A mixture of host-range mutant (h-mutant) bacteriophages specific for tomato race 1 (T1) and race 3 (T3) of the bacterial spot pathogen, Xanthomonas campestris pv. vesicatoria (Doidge) Dye was evaluated for biological control of bacterial spot on `Sunbeam' tomato (Lycopersicon esculentum Mill.) transplants and field-grown plants for two seasons (Fall 1997 and Fall 1998). Foliar applications of bacteriophages were compared with similar applications of water (control) and of copper/mancozeb bactericides, the commonly used chemical control strategy for tomato seedling and field production. In 1997, the incidence of bacterial spot on greenhouse-grown seedlings was reduced from 40.5% (control) to 5.5% or 0.9% for bactericide- or bacteriophage-treated plants, respectively. In 1998, the incidence of bacterial spot was 17.4% on control plants vs. 5.5% and 2.7% for bactericide- and bacteriophage-treated plants, respectively, although these differences were not statistically significant at P ≤ 0.05. Applications of bacteriophages to field-grown tomatoes decreased disease severity as measured by the area under the disease progress curve (AUDPC) by 17.5% (1997) and 16.8% (1998) compared with untreated control plants. Preharvest plant vigor ratings, taken twice during each field season, were higher in the bacteriophage-treated plants than in either bactericide-treated plants or nontreated controls except for the early vigor rating in 1998. Use of bacteriophages increased total weight of extra-large fruit 14.9% (1997) and 24.2% (1998) relative to that of nontreated control plants, and 37.8% (1997) and 23.9% (1998) relative to that of plants treated with the chemical bactericides. Chemical names used: manganese, zinc, carboxyethylene bis dithiocarbamate (mancozeb).
Brent Rowell, R. Terry Jones, William Nesmith, and John C. Snyder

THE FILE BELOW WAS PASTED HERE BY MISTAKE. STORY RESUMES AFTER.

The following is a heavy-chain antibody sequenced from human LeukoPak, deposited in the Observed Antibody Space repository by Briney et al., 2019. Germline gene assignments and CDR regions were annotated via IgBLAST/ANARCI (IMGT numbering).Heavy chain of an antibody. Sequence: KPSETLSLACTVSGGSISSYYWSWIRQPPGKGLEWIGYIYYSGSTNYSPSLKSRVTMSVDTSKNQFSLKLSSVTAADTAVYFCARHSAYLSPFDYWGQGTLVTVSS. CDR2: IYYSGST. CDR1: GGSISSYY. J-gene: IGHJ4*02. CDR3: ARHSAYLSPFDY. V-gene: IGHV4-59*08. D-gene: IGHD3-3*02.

Bacterial spot epidemics, caused by Xanthomonas campestris pv. vesicatoria (Doidge) Dye, continue to plague bell pepper (Capsicum annuum L.) growers in a number of southern and midwestern states. A 3-year study designed to compare cultivars and breeding lines under induced bacterial spot epidemic and bacterial spot-free conditions began soon after the first release of cultivars having the Bs2 gene for resistance to races 1 to 3 of the pathogen. Bacterial spot epidemics were created by transplanting `Merlin' plants (inoculated with races 1 to 3) into plots of each test cultivar at an isolated location in eastern Kentucky. Plots of the same trial entries at a second location were kept free of bacterial spot for 2 of the 3 years of trials; however, a moderate natural epidemic occurred at this location in 1996. Bacterial spot resistance had the greatest impact on yields and returns per acre in the inoculated trials. Cultivars with only Bs1 or a combination of Bs1 and Bs3 were highly susceptible in the inoculated trials. There were statistically significant and economically important differences in resistance among cultivars and breeding lines having the Bs2 gene; some were nearly as susceptible as susceptible checks. Although many Bs2-gene cultivars showed satisfactory levels of resistance, only a few were highly resistant, horticulturally acceptable, and comparable in yields to the best susceptible hybrids in a bacterial spot-free environment.